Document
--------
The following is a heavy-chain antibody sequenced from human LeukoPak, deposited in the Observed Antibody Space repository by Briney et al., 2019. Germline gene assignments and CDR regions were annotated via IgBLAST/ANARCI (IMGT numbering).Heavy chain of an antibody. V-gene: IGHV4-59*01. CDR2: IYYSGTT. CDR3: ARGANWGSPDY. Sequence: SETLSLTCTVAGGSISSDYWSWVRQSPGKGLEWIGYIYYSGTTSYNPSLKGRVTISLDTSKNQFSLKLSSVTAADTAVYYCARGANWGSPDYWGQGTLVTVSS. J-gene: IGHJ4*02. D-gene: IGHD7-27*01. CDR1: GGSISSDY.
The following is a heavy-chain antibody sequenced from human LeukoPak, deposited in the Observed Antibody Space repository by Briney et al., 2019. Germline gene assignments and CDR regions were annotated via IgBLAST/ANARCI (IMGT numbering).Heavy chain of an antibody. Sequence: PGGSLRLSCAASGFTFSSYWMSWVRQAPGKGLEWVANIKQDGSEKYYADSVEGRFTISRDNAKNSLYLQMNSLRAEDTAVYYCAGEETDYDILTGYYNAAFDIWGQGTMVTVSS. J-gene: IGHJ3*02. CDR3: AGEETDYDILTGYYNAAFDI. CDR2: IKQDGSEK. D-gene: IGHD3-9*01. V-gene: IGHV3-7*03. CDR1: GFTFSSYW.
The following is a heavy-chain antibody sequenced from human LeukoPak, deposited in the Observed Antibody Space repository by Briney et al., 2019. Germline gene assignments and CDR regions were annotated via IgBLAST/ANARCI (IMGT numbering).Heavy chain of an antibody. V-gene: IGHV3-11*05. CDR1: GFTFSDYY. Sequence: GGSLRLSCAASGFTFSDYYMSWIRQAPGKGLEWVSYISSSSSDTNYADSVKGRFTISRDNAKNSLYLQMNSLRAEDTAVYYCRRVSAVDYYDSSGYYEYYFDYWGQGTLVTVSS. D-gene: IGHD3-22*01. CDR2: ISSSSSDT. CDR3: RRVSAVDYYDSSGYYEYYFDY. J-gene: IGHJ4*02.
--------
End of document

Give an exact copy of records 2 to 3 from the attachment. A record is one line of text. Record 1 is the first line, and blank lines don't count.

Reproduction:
The following is a heavy-chain antibody sequenced from human LeukoPak, deposited in the Observed Antibody Space repository by Briney et al., 2019. Germline gene assignments and CDR regions were annotated via IgBLAST/ANARCI (IMGT numbering).Heavy chain of an antibody. Sequence: PGGSLRLSCAASGFTFSSYWMSWVRQAPGKGLEWVANIKQDGSEKYYADSVEGRFTISRDNAKNSLYLQMNSLRAEDTAVYYCAGEETDYDILTGYYNAAFDIWGQGTMVTVSS. J-gene: IGHJ3*02. CDR3: AGEETDYDILTGYYNAAFDI. CDR2: IKQDGSEK. D-gene: IGHD3-9*01. V-gene: IGHV3-7*03. CDR1: GFTFSSYW.
The following is a heavy-chain antibody sequenced from human LeukoPak, deposited in the Observed Antibody Space repository by Briney et al., 2019. Germline gene assignments and CDR regions were annotated via IgBLAST/ANARCI (IMGT numbering).Heavy chain of an antibody. V-gene: IGHV3-11*05. CDR1: GFTFSDYY. Sequence: GGSLRLSCAASGFTFSDYYMSWIRQAPGKGLEWVSYISSSSSDTNYADSVKGRFTISRDNAKNSLYLQMNSLRAEDTAVYYCRRVSAVDYYDSSGYYEYYFDYWGQGTLVTVSS. D-gene: IGHD3-22*01. CDR2: ISSSSSDT. CDR3: RRVSAVDYYDSSGYYEYYFDY. J-gene: IGHJ4*02.